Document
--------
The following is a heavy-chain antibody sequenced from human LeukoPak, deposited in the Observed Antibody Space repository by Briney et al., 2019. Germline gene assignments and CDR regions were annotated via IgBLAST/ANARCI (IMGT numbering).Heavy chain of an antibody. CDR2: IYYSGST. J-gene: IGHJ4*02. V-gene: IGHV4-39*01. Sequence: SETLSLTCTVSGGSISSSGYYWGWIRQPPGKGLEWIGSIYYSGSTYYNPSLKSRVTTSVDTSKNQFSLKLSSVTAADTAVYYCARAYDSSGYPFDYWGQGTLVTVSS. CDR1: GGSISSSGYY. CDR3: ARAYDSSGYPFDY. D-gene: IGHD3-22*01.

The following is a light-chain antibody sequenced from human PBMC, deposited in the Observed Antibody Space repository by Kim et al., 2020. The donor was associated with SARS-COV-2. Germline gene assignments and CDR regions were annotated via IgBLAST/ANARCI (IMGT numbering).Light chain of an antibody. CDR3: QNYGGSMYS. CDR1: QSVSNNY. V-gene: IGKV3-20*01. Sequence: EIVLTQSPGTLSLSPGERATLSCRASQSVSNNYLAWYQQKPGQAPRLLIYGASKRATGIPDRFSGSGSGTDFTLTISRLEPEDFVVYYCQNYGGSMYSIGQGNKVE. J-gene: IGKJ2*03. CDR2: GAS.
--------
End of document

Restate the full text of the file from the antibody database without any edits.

The following is a heavy-chain antibody sequenced from human LeukoPak, deposited in the Observed Antibody Space repository by Briney et al., 2019. Germline gene assignments and CDR regions were annotated via IgBLAST/ANARCI (IMGT numbering).Heavy chain of an antibody. CDR2: IYYSGST. J-gene: IGHJ4*02. V-gene: IGHV4-39*01. Sequence: SETLSLTCTVSGGSISSSGYYWGWIRQPPGKGLEWIGSIYYSGSTYYNPSLKSRVTTSVDTSKNQFSLKLSSVTAADTAVYYCARAYDSSGYPFDYWGQGTLVTVSS. CDR1: GGSISSSGYY. CDR3: ARAYDSSGYPFDY. D-gene: IGHD3-22*01.

The following is a light-chain antibody sequenced from human PBMC, deposited in the Observed Antibody Space repository by Kim et al., 2020. The donor was associated with SARS-COV-2. Germline gene assignments and CDR regions were annotated via IgBLAST/ANARCI (IMGT numbering).Light chain of an antibody. CDR3: QNYGGSMYS. CDR1: QSVSNNY. V-gene: IGKV3-20*01. Sequence: EIVLTQSPGTLSLSPGERATLSCRASQSVSNNYLAWYQQKPGQAPRLLIYGASKRATGIPDRFSGSGSGTDFTLTISRLEPEDFVVYYCQNYGGSMYSIGQGNKVE. J-gene: IGKJ2*03. CDR2: GAS.